We could entitle this “lessons learned from an amateur” and just as easily title it “Britney is not a music buff” and they’d both be accurate. No, an audiophile I am not. I’ll never be the person you turn to when looking for music because I don’t listen to emerging stations, sifting through the crap. I also am not the person who hears a line of a song and can instantly tell you the title. Or the singer. In fact, I might know all the lyrics and still not know the name or singer.
So it may come as some surprise that this post is going to be about music and the average person. Because the average person is the common denominator and most likely, some segment of the average person is your target market. Your best client, your niche.
January is a time for moving on from reflection into planning, then moving from plans to action. My January theme is Systems for Success. As a brand strategist, that means systematizing your passions, your values and your branding. As a marketing photographer, that means knowing what image you want to present to the world and then showing it. Both sides require reflection, planning and action.
Back to music. At the gym this past week I inserted my ear buds and like many regular gym attendees, tried to ignore the mass influx of amateurs who have sudden health goals. I applaud them, even if they won’t stick with it. While I applaud them, I also begrudgingly realize it takes me longer to get through my routine as I sometimes wait for a machine. And so I forego the podcasts I usually listen to and go back to music.
Why? Music invokes passion. It sets a beat. It gives me something to look forward to.
And that’s the heart of this article. Sometimes a set of phrases burst forth with feeling so large, so exuberant you can’t help but feel the pop of energy. That passion from the artist’s pen contains so much. The melody it pairs with, a second layer of verve.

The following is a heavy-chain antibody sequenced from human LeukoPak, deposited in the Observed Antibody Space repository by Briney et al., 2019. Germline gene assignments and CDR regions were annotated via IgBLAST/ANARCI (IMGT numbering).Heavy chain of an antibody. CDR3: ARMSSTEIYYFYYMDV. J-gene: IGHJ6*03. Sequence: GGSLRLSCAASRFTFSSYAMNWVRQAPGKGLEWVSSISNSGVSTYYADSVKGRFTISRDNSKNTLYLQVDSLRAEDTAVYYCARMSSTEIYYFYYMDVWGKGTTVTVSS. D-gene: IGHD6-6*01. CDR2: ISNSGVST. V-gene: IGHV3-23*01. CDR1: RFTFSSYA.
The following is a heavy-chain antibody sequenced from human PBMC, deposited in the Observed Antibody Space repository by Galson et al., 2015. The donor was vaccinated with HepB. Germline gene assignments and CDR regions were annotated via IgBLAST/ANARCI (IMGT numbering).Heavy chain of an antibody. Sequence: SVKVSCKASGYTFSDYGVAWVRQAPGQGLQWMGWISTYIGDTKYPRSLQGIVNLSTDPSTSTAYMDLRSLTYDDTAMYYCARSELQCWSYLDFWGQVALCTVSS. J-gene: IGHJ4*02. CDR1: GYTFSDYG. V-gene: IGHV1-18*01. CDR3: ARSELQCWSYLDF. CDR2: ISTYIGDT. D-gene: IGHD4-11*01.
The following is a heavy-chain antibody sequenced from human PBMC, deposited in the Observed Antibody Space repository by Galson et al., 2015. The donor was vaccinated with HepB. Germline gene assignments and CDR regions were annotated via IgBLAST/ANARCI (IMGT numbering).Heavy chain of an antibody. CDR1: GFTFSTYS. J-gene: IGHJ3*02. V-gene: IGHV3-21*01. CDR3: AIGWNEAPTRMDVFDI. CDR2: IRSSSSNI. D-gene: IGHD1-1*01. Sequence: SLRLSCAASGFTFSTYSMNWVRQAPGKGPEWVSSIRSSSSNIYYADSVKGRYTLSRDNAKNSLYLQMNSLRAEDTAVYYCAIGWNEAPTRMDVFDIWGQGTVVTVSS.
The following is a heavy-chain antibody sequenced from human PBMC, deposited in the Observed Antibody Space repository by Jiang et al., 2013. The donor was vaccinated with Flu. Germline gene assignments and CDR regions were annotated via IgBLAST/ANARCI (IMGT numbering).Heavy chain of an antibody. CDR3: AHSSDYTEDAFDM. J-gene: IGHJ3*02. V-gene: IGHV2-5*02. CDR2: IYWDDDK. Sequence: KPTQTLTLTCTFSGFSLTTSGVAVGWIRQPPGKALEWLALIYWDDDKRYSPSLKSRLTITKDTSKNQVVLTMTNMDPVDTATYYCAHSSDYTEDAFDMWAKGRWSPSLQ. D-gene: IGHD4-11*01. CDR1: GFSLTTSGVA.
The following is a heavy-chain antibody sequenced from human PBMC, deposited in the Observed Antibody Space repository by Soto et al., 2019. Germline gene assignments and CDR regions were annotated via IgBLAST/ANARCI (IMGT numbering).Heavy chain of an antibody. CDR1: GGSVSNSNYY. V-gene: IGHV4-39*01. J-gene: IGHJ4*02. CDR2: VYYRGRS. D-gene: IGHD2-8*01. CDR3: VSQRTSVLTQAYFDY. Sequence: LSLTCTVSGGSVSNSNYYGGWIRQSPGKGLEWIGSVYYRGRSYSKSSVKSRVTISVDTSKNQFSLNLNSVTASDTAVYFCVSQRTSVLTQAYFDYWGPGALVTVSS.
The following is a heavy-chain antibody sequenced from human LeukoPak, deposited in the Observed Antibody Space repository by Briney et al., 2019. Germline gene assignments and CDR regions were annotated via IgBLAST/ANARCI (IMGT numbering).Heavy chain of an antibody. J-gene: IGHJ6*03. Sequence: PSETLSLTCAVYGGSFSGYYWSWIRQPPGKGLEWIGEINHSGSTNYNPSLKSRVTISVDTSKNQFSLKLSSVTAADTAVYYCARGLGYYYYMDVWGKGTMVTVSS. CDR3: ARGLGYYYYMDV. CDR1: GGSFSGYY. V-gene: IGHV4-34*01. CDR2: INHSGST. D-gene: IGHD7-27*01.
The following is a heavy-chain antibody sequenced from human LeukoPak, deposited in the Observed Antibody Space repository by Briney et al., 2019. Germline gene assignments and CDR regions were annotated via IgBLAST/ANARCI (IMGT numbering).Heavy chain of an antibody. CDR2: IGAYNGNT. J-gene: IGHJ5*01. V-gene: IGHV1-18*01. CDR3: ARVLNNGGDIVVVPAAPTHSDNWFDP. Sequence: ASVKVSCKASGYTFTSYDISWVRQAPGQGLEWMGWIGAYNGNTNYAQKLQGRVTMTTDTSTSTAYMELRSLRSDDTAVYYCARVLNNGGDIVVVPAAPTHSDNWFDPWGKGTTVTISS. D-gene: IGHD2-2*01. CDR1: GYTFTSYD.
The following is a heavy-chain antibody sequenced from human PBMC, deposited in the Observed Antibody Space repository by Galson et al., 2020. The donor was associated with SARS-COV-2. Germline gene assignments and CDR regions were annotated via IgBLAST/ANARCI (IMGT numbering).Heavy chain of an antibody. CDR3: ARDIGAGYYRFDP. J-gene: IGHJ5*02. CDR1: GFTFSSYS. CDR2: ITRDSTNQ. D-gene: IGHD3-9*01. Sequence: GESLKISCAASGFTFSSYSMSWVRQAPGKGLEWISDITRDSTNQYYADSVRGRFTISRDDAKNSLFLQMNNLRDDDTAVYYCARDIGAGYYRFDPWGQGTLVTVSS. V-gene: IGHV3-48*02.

I don’t have to be an audiophile to enjoy this, to feel the wave of emotion and translate that into whatever I’m doing at the moment. I can be an amateur and recognize the genius.
This is what comes from systematizing your brand, your image.
When you know who you are, what you stand for, and how you help your clients… this is the beginning of systematizing your brand. This is the beginning of a system for success.
I spoke with an old client yesterday. She’s looking for more direction in her business, not wanting to feel like she’s always scrambling at the last minute. She wants to feel like all the little projects she’s doing matter and learn how to prioritize them. Knowing what she and her business stand for is the first step. Filtering each new project or commitment through that one overarching theme is next. And then showing those results will come naturally.
She’s also feeling a lot of resistance to one specific project, and we talked about that. I believe she’s nearing the end of it and worried it won’t be as successful as she hopes, and delaying the project so there’s no chance of failure. I see this so often with my clients!
One of the songs that popped up at the gym yesterday? “I Lived” by One Republic. (And yes, I had to look up the artist. Again.)
“Hope when you take that jump / You don’t feel the fall.”
When it comes to systematizing your brand (and your passion) you’ll come to the point where you have to make the jump. It can be scary and at the same time, exhilarating. There comes a time when you have to leap from one system to the next. When all the things you’ve done before have to fade away to allow for something new. That’s upleveling.
When you push out that project you’re resisting, you open yourself to judgment and criticism, yes. And you also open yourself to cheer, to the accolades of a job well done. You allow the amateurs all around you to glimpse the expert side of it, and to help them uplevel as well.
And for those I’ve worked with I can truly say, I “hope if everybody runs, you choose to stay.” Pushing through this resistance is what cements your brand to your business, you your decisions to your brand. It’s when you can own who you are and what you stand for without doubt.
While this would make an excellent intro podcast for this month, I’ll spare you that. In addition to never knowing the artist of a song, I’m rather tone deaf. I’ll belt out a tune in the car and my son, even at the ripe old age of three, would ask me to stop singing.
So I’ll close with this: are you in your business? Are you living it?
Or are you just floating through, till the next thing comes along?
Me? I’ve lived.
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